And now, a complete change of scene.  Whole different set up in scenario number two: Let’s say you were not on that first list of guests.  Let’s say that you’re not even aware the President had a child, let alone getting married right in your neck of the woods.  Let’s say you’re just struggling along trying to make ends meet, minding your own business, and only mistreating the mail carrier by avoiding her, because you know she’s bringing more bills you can’t pay.

The President says, “`The wedding is ready, but those invited were not worthy. Go therefore into the main streets, and invite everyone you find to the wedding banquet.' So they went out into the streets and gathered all whom they found, both good and bad; so the wedding hall was filled with guests.”  Gathered all whom they found, both good and bad; so the wedding hall was filled with guests.

One day you were struggling along, wondering how you could stretch those leftovers for a third night’s dinner, and the next thing you know you’re standing around with your friends at the most lavish party you will ever see in your lifetime!  You didn’t have to bring anything.  You didn’t have to buy anything.  You didn’t even have to get that suit or dress dry-cleaned because the host provided all the wedding clothes you need.  You did nothing to deserve being here, and you couldn’t have afforded the cost by any stretch of the imagination.  The only thing that merits your being in the party is the fact that you didn’t say “no.”  You’re there, not because you said yes; you’re there because you didn’t say no.  And this is a very strange way to throw a party, don’t you think?  A guest list consisting of all the people who didn’t say “no?”  It’s ridiculous!

So there we all are, standing around in our beautiful expensive provided clothing, enjoying the food and the company and the string quartet and chocolate when all of a sudden, the music stops, and everyone turns toward the door to see the host saying “`Friend, how did you get in here without a wedding robe?' And he was speechless. Then the king said to the attendants, `Bind him hand and foot, and throw him into the outer darkness, where there will be weeping and gnashing of teeth.' For many are called, but few are chosen."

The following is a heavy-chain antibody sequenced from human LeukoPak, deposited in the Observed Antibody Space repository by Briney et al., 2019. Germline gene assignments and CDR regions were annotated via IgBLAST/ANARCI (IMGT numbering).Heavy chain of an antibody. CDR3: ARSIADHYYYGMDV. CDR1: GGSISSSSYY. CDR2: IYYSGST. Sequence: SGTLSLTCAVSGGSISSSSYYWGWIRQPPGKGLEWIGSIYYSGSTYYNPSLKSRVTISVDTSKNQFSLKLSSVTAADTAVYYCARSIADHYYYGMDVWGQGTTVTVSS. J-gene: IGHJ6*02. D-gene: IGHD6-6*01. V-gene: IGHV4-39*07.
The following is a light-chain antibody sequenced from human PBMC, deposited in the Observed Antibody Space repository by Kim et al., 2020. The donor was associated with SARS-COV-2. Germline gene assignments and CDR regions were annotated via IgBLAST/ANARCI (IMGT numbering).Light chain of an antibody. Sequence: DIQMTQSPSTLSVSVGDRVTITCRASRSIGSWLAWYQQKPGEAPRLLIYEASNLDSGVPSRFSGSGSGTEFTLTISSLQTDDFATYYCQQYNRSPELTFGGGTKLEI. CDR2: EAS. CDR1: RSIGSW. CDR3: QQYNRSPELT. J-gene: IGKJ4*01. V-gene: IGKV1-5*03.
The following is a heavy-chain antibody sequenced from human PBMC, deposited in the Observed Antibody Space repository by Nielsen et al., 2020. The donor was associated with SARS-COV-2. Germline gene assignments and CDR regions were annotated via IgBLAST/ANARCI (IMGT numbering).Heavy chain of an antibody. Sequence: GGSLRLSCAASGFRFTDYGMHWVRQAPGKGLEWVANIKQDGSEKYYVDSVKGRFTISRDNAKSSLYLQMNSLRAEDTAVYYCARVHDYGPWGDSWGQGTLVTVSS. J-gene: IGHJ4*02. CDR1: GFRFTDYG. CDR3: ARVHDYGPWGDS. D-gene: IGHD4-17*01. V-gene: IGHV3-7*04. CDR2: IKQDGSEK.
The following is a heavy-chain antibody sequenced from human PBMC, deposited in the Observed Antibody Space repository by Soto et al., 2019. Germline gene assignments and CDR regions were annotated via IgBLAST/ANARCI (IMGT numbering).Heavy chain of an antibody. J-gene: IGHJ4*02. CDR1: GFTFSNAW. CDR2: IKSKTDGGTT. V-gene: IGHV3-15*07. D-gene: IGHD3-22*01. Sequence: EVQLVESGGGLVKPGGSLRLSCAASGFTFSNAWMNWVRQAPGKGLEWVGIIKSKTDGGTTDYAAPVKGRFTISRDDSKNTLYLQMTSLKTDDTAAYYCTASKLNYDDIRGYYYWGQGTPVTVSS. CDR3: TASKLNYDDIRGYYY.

What just happened?  Last we knew everyone was happy and chatty.  That one guy really put a damper on things, didn’t he?  But what happened?  He was obviously on the guest list, because he didn’t say no.  (Remember, that’s the qualification for being at the party: not saying no.)  So he wasn’t a party crasher, since being there means he was invited.  What was different about him?  And, more importantly, is there a chance we might get treated like that?  You know, bound hand and foot, and thrown into the outer darkness?

The answer is a question: “What are you wearing?”  If you’ll recall, when the servants came to round us all up for the party, we didn’t have clothes that were good enough for a party like this.  But we trusted that the host would provide everything we needed.  When we arrived, we put on the wedding garments, and partied on!  This poor fellow, the one who gets thrown out, he’s not wearing the wedding garment, you see?  No, he showed up at the party wearing his own clothes, thinking they would be good enough.  He came to the party dressed in his own righteousness.  He thought the tux he had worked so hard to get would make him worthy of the party.  He didn’t say no to the invitation, but he did say no to the gift of the wedding garment.

The man who is thrown out does not trust that being there is enough.  To give away the parable: He does not trust that God will do for him what he cannot do for himself.  He does not trust in God; he trusts in himself.  A self-made man, who relies on his own efforts to make himself worthy of the heavenly banquet.  And, thus, a fool who is bound to be thrown into utter darkness.  Here endeth scenario number two.

And now the lights come up on scenario number three: There is a banquet happening here today.  You are invited because you didn’t say no.  The clothing that is required is the baptismal gown, which was provided for you when God claimed you forever in Baptism.  You are called and chosen by God, and that is what makes you a guest at the banquet.  You will not be turned away.  And you are always welcome in this place, whether or not you partake of the meal.

The servants went out into the streets and gathered all whom they found, both good and bad; so the wedding hall was filled with guests.  You are on the guest list for this meal, and it is a foretaste of the Feast to come.


No comments:

Post a Comment